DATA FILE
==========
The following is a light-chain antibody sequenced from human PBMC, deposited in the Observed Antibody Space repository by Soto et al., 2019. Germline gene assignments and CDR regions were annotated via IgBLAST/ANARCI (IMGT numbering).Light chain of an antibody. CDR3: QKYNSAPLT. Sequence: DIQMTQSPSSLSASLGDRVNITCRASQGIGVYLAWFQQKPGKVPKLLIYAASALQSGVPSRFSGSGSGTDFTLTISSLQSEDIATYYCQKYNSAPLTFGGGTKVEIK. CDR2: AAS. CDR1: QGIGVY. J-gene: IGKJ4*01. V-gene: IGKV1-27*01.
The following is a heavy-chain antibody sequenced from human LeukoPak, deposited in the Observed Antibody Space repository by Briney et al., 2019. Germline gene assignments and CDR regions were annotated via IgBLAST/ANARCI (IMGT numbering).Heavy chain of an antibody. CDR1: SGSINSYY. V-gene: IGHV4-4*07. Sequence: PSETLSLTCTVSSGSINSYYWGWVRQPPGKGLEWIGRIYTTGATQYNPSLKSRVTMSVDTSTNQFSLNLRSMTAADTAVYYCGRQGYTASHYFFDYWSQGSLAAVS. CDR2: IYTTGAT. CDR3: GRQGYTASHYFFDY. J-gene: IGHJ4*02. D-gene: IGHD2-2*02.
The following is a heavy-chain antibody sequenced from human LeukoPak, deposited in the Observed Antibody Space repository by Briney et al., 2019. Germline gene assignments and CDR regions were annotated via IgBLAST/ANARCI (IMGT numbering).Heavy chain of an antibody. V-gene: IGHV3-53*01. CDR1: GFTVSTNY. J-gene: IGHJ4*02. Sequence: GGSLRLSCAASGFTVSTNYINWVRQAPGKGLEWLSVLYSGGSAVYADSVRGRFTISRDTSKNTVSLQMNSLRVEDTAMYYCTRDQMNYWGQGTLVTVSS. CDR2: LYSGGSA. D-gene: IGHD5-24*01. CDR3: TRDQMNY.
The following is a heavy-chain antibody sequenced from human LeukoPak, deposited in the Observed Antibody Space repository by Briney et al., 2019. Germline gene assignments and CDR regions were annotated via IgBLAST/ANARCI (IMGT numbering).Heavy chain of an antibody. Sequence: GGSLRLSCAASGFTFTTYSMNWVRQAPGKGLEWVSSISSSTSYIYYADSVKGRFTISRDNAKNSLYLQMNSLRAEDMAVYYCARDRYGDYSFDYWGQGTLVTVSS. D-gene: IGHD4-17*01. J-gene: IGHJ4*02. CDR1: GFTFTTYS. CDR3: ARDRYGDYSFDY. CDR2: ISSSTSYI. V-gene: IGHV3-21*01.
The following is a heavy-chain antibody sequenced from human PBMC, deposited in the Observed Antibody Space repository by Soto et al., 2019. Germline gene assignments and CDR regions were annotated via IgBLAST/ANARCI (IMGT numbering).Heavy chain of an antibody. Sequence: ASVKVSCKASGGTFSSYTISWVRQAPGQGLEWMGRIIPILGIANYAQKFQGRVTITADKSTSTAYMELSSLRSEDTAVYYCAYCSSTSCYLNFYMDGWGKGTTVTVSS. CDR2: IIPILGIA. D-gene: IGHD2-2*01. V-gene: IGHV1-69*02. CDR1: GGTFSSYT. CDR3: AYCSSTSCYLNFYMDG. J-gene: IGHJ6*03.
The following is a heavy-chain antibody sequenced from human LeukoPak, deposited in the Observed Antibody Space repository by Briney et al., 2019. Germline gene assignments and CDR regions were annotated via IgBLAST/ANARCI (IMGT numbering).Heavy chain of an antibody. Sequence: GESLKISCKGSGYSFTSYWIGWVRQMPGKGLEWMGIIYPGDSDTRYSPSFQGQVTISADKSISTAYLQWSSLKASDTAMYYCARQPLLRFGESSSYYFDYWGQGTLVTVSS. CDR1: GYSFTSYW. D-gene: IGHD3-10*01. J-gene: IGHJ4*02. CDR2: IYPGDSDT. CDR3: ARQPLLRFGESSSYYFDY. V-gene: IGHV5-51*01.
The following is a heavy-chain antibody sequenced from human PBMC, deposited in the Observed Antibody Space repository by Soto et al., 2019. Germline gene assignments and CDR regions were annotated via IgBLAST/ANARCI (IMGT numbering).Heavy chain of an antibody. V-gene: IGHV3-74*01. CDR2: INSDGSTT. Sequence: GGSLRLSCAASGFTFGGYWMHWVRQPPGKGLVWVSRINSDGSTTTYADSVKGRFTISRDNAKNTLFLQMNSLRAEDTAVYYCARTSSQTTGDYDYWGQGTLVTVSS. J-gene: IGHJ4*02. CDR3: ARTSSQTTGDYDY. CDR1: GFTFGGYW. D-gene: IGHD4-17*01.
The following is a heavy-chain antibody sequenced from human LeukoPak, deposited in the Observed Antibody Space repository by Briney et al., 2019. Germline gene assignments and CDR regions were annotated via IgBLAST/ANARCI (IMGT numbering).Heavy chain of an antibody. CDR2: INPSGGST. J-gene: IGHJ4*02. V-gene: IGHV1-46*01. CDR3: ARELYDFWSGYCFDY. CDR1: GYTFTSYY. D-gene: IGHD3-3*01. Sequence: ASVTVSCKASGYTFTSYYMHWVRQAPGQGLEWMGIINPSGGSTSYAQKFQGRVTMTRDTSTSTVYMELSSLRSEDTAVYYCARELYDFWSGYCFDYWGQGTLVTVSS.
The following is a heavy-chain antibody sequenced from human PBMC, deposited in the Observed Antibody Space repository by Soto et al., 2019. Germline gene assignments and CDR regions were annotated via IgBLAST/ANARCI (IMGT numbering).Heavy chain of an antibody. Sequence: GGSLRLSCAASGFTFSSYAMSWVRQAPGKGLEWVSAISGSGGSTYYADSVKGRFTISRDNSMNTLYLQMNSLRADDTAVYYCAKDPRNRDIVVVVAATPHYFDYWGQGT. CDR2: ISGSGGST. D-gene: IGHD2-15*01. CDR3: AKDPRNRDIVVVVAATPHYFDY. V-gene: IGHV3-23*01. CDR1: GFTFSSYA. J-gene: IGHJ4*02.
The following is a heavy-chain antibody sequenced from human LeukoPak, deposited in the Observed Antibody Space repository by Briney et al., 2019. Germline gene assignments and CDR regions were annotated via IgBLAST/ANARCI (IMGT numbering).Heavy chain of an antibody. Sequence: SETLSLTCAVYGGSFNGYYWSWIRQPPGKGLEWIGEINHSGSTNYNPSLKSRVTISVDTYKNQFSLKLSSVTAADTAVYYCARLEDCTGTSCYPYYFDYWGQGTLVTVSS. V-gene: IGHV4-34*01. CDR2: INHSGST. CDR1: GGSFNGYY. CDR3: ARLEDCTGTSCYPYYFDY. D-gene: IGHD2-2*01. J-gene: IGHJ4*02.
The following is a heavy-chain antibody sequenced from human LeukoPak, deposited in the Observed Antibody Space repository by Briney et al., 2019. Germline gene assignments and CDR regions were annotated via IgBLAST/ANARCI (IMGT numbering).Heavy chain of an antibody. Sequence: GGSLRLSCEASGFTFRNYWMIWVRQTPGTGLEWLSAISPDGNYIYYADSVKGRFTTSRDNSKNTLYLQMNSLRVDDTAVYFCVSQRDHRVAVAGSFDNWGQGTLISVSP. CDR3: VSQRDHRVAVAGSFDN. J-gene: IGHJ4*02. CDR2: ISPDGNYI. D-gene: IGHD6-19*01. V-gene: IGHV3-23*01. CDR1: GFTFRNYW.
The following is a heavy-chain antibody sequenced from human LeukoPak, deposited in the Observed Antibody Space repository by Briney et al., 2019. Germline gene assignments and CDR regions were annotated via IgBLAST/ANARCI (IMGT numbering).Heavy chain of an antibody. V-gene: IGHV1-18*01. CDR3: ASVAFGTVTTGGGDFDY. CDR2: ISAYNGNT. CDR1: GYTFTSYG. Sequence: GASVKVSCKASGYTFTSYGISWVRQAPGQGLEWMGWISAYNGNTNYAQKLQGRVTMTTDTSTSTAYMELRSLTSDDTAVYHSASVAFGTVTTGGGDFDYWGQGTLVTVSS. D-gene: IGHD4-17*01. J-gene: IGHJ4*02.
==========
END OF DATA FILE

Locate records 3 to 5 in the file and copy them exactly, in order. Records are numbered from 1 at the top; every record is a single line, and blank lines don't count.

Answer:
The following is a heavy-chain antibody sequenced from human LeukoPak, deposited in the Observed Antibody Space repository by Briney et al., 2019. Germline gene assignments and CDR regions were annotated via IgBLAST/ANARCI (IMGT numbering).Heavy chain of an antibody. V-gene: IGHV3-53*01. CDR1: GFTVSTNY. J-gene: IGHJ4*02. Sequence: GGSLRLSCAASGFTVSTNYINWVRQAPGKGLEWLSVLYSGGSAVYADSVRGRFTISRDTSKNTVSLQMNSLRVEDTAMYYCTRDQMNYWGQGTLVTVSS. CDR2: LYSGGSA. D-gene: IGHD5-24*01. CDR3: TRDQMNY.
The following is a heavy-chain antibody sequenced from human LeukoPak, deposited in the Observed Antibody Space repository by Briney et al., 2019. Germline gene assignments and CDR regions were annotated via IgBLAST/ANARCI (IMGT numbering).Heavy chain of an antibody. Sequence: GGSLRLSCAASGFTFTTYSMNWVRQAPGKGLEWVSSISSSTSYIYYADSVKGRFTISRDNAKNSLYLQMNSLRAEDMAVYYCARDRYGDYSFDYWGQGTLVTVSS. D-gene: IGHD4-17*01. J-gene: IGHJ4*02. CDR1: GFTFTTYS. CDR3: ARDRYGDYSFDY. CDR2: ISSSTSYI. V-gene: IGHV3-21*01.
The following is a heavy-chain antibody sequenced from human PBMC, deposited in the Observed Antibody Space repository by Soto et al., 2019. Germline gene assignments and CDR regions were annotated via IgBLAST/ANARCI (IMGT numbering).Heavy chain of an antibody. Sequence: ASVKVSCKASGGTFSSYTISWVRQAPGQGLEWMGRIIPILGIANYAQKFQGRVTITADKSTSTAYMELSSLRSEDTAVYYCAYCSSTSCYLNFYMDGWGKGTTVTVSS. CDR2: IIPILGIA. D-gene: IGHD2-2*01. V-gene: IGHV1-69*02. CDR1: GGTFSSYT. CDR3: AYCSSTSCYLNFYMDG. J-gene: IGHJ6*03.